Porto, a city of remarkable churches (perfect for architecture geeks)

Porto, a city of remarkable churches (perfect for architecture geeks)

Not only is Porto a city of undeniable architectural beauty, but I also remember it as a city of remarkable churches.

Churches are everywhere, and I’m sure I didn’t see all of them. As much as I love the occasional visit to a museum (especially an art museum), my favorite art History lessons are always learned outside looking at buildings. For the lack of a name for this condition, I’ll call it “architecture geekiness.”

Sé Catedral (cathedral)

The day I arrived in Porto, I decided to walk up to my hotel from Campanhã station. I wanted to have that feeling you first have when you start exploring a new place. Then again, it could have gone wrong, and I could have fallen out of love instantly, but that’s not what happened.

I won’t say that the Campanhã surrounding area is the most attractive, but the scenery changes as you approach the historical center. When I saw the Cathedral, it was a pretty impressive sight.

It wasn’t my first time around a medieval church, but the Porto Sé is quite remarkable. The Baroque lateral facade was what, I believe, made the first impression.

Porto Cathedral | Porto: the city of churches.


When you leave the cathedral area and start walking further towards the city center, a blue-tiled facade stands out. As much as I love tile work, that wasn’t what caught my attention. It was the “oddity” of seeing blue and white tiles on the facade of a church. And this church wasn’t the flashiest I had seen yet. In fact, with every discovery came bigger and stronger awe.

If there’s something the Baroque style has shown us, there’s no such thing as too exuberant or over the top. In fact, it outgrew even more into the Rococo style. By the late 18th Century, it was completely stripped to a clean, bright, washed-down Neoclassicism.

Igreja dos Congregados | Porto: the city of churches.

Santo Ildefonso

Closer to the Batalha square, another blue tiled facade caught my eye. A much more detailed one this time.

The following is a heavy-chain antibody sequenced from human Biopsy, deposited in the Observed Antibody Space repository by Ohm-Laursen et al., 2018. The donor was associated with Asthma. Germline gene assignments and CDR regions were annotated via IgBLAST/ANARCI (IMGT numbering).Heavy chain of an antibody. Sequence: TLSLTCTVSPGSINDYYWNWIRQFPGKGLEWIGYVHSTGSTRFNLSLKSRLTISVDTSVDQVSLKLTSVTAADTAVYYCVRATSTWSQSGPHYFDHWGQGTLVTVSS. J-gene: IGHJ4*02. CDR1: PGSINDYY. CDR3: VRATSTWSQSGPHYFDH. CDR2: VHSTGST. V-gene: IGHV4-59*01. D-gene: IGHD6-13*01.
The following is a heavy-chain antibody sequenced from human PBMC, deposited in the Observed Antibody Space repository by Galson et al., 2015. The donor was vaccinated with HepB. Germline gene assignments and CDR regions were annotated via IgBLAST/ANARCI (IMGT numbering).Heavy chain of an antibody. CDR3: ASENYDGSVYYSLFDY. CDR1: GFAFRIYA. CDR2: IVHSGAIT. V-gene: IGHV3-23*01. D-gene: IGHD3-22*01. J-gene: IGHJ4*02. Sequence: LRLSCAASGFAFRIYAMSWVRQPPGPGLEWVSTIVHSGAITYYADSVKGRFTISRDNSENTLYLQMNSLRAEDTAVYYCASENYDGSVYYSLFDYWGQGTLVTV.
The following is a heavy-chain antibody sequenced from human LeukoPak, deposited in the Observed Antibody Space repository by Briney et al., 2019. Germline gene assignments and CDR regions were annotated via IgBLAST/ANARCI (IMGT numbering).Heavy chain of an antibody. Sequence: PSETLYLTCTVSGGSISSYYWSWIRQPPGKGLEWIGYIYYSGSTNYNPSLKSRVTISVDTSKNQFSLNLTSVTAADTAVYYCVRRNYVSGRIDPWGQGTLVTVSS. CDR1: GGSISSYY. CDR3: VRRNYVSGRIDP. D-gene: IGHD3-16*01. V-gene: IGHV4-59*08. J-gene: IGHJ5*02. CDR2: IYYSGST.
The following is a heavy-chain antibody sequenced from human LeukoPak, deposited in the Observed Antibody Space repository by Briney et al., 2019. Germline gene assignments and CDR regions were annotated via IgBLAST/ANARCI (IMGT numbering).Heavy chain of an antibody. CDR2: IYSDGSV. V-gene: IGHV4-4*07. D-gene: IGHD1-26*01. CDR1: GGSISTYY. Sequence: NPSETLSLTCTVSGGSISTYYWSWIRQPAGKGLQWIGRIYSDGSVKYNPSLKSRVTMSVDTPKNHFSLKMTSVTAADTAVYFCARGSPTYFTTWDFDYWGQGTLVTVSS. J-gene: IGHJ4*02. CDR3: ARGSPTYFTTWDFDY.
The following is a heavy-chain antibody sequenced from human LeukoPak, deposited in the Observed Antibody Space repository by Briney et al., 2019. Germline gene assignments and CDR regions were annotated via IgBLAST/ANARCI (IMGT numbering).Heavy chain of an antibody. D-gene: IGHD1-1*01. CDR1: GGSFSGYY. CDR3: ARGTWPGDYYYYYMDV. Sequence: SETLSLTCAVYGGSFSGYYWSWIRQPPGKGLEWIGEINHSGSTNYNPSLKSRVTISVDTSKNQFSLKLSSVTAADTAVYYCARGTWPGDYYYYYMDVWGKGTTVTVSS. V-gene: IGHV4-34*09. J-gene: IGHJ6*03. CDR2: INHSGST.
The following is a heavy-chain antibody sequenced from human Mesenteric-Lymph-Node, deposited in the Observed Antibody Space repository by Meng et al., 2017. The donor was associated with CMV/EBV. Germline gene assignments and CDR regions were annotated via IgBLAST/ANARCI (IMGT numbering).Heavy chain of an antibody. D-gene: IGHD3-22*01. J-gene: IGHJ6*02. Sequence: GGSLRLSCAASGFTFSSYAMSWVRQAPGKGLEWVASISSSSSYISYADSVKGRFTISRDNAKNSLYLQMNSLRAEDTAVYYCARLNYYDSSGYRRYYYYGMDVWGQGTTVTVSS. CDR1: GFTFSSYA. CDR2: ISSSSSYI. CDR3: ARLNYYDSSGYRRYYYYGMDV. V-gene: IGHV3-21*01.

If you ask me, even years from now, what are my first memories of the Batalha square, I’ll mention three landmarks: the (sadly) abandoned Cinema Batalha, the sober National Theatre S. Joao, and, at the top of those stairs, the church Santo Ildefonso.

Santo Ildefonso church in Porto


This church’s tower is a piece of architecture often shown as THE landmark of Porto: postcard image, picture-perfect, tall, and high enough to stand out.

Its Baroque facade isn’t short of beauty either. But yes, if you ask me, the tower is what everything revolves around. In fact, when you see the city line from the Cathedral, the Torre dos Clérigos stands out perfectly. The view from the top is famous too, but I couldn’t (yet) gather the strength and courage to climb it.

Clérigos Tower in Porto

Carmo and Carmelitas

These two churches will be the hardest to describe because I was so overwhelmed when I found them. My best definition for these two churches standing side by side is a live Art History class before your eyes.

The Carmelites church, on the left, built in the first half of the 17th Century, is a clear example of early Baroque. On the right, the Carmo church, built during the second half of the 18th Century, is a clear example of Rococo style.

Both churches are so close together that you might think they’re a single building with, oddly, two different facades. Make sure you look closely. There’s a very narrow building between them.

Step back and position yourself in front of the Porto University Rectory building across the street, soak it all in and then compare the details of one and the other.

Carmelitas and Carmo churches in Porto

Irmandade das Taipas

A much more sober example of architecture considering all the other buildings: still using some blue and white tiles, the facade leans towards neoclassical style.

Surrounded by buildings that probably get more attention, the church still makes the more alert stop and turn to admire one more church facade. Honestly, in Porto, you should keep your head turning and your eyes wide open every step of your way.

Irmandade das Taipas | Porto: the city of churches.


I found the Trindade church a bit by chance and late at night when the sun was setting. To be honest, it is hard to miss if you’re not looking specifically for it.

Not that it isn’t a remarkable building, but because it casually blends in with the other buildings nearby: the City Hall right in front and the shops next to it.

Aliados Avenue is one of the most beautiful boulevards I’ve seen, and it’s easy to miss anything behind the majestic City Hall building at the very top of the street.

Trindade Church | Porto: the city of churches.

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